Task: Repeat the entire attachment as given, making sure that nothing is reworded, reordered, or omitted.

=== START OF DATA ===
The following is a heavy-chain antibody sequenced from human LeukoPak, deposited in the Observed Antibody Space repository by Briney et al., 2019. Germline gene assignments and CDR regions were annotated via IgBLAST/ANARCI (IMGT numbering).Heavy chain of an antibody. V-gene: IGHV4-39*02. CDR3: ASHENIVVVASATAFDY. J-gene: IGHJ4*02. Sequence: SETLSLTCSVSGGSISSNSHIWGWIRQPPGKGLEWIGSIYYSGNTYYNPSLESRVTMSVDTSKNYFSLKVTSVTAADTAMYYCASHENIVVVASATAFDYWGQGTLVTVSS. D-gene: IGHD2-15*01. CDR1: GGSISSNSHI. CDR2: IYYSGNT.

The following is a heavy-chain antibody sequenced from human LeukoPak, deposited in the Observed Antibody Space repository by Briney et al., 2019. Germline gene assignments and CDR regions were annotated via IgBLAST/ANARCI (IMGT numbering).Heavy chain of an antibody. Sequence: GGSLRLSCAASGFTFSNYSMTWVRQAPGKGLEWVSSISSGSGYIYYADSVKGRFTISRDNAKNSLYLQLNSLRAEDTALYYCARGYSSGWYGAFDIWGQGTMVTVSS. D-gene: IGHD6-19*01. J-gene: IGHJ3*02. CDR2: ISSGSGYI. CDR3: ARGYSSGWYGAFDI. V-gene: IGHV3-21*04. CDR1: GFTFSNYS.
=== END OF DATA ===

The following is a heavy-chain antibody sequenced from human LeukoPak, deposited in the Observed Antibody Space repository by Briney et al., 2019. Germline gene assignments and CDR regions were annotated via IgBLAST/ANARCI (IMGT numbering).Heavy chain of an antibody. V-gene: IGHV4-39*02. CDR3: ASHENIVVVASATAFDY. J-gene: IGHJ4*02. Sequence: SETLSLTCSVSGGSISSNSHIWGWIRQPPGKGLEWIGSIYYSGNTYYNPSLESRVTMSVDTSKNYFSLKVTSVTAADTAMYYCASHENIVVVASATAFDYWGQGTLVTVSS. D-gene: IGHD2-15*01. CDR1: GGSISSNSHI. CDR2: IYYSGNT.

The following is a heavy-chain antibody sequenced from human LeukoPak, deposited in the Observed Antibody Space repository by Briney et al., 2019. Germline gene assignments and CDR regions were annotated via IgBLAST/ANARCI (IMGT numbering).Heavy chain of an antibody. Sequence: GGSLRLSCAASGFTFSNYSMTWVRQAPGKGLEWVSSISSGSGYIYYADSVKGRFTISRDNAKNSLYLQLNSLRAEDTALYYCARGYSSGWYGAFDIWGQGTMVTVSS. D-gene: IGHD6-19*01. J-gene: IGHJ3*02. CDR2: ISSGSGYI. CDR3: ARGYSSGWYGAFDI. V-gene: IGHV3-21*04. CDR1: GFTFSNYS.